Capsule reviews of ''47 Ronin,'' ''American Hustle,'' and more

By Owen Gleiberman and Chris Nashawaty
Updated January 03, 2014 at 05:00 AM EST

47 Ronin
PG, 1 Hr., 58 Mins.
With a budget north of $175 million, Keanu Reeves’ CGI-festooned epic about a band of score-settling samurai is undeniably easy on the eyes. But it’s also a bit of a folly. The acting’s stiff, the accents are hard to decipher, and the plot is stale Kurosawa. Still, there are a few fleeting moments of haunting beauty and grandeur. C+Chris Nashawaty

American Hustle
R, 2 Hrs., 18 Mins.
Set in 1978, David O. Russell’s brilliant and swirling amphetamine high of a movie is a work of jaw-dropping virtuosity and pleasure. It’s about a con artist (Christian Bale) who’s lured into the FBI sting operation known as Abscam. The cast is amazing, and Russell’s enthralling filmmaking out-Scorseses Scorsese. Watching the movie, you never know what’s coming next, and you can’t wait to see it happen. AOwen Gleiberman

Grudge Match
PG-13, 1 Hr., 53 Mins.
It’s supposed to feel like Rocky vs. Raging Bull. Really, though, this tale of two old boxers, Razor (Sylvester Stallone) and the Kid (Robert De Niro), just pummels you with clichés. Yet that doesn’t mean the actors aren’t winning. The fighters, who each defeated the other once in the ’80s, have reunited for a grudge-match payday. Stallone draws on the battered nobility that first made us like him, and De Niro does something crafty: He acts the hell out of phoning it in. B-Owen Gleiberman

R, 2 Hrs., 5 Mins.
Spike Jonze, the visionary behind Being John Malkovich and Adaptation, delivers another idiosyncratic take on the world: A divorced loner (Joaquin Phoenix) falls in love with his operating system (voiced by Scarlett Johansson). The sci-fi romance is clever, but also emotionally icy. BChris Nashawaty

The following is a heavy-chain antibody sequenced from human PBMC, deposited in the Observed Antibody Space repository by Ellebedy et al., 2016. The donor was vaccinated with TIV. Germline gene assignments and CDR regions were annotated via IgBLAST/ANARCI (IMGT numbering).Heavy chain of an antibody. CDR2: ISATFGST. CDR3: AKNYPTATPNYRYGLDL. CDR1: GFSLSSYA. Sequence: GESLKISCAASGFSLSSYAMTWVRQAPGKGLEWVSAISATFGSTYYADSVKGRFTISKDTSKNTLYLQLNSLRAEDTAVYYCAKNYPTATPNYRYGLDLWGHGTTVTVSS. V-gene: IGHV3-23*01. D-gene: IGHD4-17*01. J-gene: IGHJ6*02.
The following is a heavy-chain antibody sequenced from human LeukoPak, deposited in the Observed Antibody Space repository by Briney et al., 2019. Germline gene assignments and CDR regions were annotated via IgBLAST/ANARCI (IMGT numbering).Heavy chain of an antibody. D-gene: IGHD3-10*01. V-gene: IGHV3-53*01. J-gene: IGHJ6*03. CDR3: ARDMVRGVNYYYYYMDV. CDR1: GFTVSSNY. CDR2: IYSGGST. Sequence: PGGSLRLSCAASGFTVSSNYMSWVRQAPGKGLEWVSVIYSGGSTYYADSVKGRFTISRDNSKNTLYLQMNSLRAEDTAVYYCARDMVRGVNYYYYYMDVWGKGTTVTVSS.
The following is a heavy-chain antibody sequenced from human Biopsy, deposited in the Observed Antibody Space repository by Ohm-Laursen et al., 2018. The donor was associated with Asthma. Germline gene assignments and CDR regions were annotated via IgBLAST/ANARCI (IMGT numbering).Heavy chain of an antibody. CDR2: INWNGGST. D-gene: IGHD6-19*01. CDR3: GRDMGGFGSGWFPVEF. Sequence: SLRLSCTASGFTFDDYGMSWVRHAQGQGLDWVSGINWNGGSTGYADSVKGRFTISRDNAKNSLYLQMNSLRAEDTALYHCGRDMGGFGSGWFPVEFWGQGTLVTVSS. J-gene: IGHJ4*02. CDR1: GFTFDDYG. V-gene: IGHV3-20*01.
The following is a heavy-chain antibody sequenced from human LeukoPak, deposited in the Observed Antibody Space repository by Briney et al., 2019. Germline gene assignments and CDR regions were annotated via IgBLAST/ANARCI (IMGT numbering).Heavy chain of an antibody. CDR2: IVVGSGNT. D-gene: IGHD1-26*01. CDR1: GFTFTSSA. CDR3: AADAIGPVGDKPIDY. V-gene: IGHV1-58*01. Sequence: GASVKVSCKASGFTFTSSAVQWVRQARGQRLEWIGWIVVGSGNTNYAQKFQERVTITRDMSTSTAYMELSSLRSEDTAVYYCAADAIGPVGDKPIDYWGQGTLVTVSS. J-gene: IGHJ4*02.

The Hobbit: The Desolation of Smaug
PG-13, 2 Hrs., 41 Mins.
Peter Jackson’s grandly somber adventure is much better than the first Hobbit film. Bilbo (Martin Freeman) is up against a cosmic storm of black forces, and the dragon is a marvel, gargantuan yet balletic. A-Owen Gleiberman

Inside Llewyn Davis
R, 1 Hr., 45 Mins.
The Coen brothers’ film about a Greenwich Village folk musician (Oscar Isaac) in 1961. Cynical and indelible. A- Owen Gleiberman

Out of the Furnace
R, 1 Hr., 56 Mins.
Christian Bale is harrowing as an ex-con avenging his brother in this death-trip thriller. A-Chris Nashawaty

Saving Mr. Banks
PG-13, 2 Hrs.
Emma Thompson soars as P.L. Travers, the sour-lemon author of Mary Poppins, in this delightful backstage drama about how the classic 1964 kids’ film came to be. Tom Hanks, with a fairy-dust twinkle, matches her as Walt Disney, the man who thawed her chilly veneer. B+Chris Nashawaty

Walking With Dinosaurs
PG, 1 Hr., 27 Mins.
The dinos, with leathery hides and razory teeth, look marvelous, but their mouths don’t move when they talk. As a result, the tale of Patchi (Justin Long), a gawky thunder lizard, plays as if disembodied voices had been ladled onto a CGI feature. The lame story has too many migrations, not enough taut situations. COwen Gleiberman